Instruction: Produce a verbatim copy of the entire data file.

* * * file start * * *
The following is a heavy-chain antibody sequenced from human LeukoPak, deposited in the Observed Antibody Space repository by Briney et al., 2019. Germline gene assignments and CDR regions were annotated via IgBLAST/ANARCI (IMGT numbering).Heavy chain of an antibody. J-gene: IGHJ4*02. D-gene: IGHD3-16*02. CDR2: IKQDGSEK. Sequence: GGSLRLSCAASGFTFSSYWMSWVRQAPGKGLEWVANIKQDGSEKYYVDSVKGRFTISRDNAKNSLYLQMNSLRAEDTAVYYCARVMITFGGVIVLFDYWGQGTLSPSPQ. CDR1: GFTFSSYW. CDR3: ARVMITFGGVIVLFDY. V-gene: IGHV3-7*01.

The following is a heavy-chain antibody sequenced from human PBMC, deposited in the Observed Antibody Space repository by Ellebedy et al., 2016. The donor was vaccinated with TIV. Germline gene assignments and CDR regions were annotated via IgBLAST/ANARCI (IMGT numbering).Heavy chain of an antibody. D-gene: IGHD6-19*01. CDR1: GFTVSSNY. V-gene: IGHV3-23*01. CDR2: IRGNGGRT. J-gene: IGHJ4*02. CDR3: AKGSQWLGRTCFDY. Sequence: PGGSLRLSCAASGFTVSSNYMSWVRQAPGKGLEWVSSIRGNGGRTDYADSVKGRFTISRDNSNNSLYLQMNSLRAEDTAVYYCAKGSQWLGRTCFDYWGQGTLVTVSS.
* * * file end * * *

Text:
The following is a heavy-chain antibody sequenced from human LeukoPak, deposited in the Observed Antibody Space repository by Briney et al., 2019. Germline gene assignments and CDR regions were annotated via IgBLAST/ANARCI (IMGT numbering).Heavy chain of an antibody. J-gene: IGHJ4*02. D-gene: IGHD3-16*02. CDR2: IKQDGSEK. Sequence: GGSLRLSCAASGFTFSSYWMSWVRQAPGKGLEWVANIKQDGSEKYYVDSVKGRFTISRDNAKNSLYLQMNSLRAEDTAVYYCARVMITFGGVIVLFDYWGQGTLSPSPQ. CDR1: GFTFSSYW. CDR3: ARVMITFGGVIVLFDY. V-gene: IGHV3-7*01.

The following is a heavy-chain antibody sequenced from human PBMC, deposited in the Observed Antibody Space repository by Ellebedy et al., 2016. The donor was vaccinated with TIV. Germline gene assignments and CDR regions were annotated via IgBLAST/ANARCI (IMGT numbering).Heavy chain of an antibody. D-gene: IGHD6-19*01. CDR1: GFTVSSNY. V-gene: IGHV3-23*01. CDR2: IRGNGGRT. J-gene: IGHJ4*02. CDR3: AKGSQWLGRTCFDY. Sequence: PGGSLRLSCAASGFTVSSNYMSWVRQAPGKGLEWVSSIRGNGGRTDYADSVKGRFTISRDNSNNSLYLQMNSLRAEDTAVYYCAKGSQWLGRTCFDYWGQGTLVTVSS.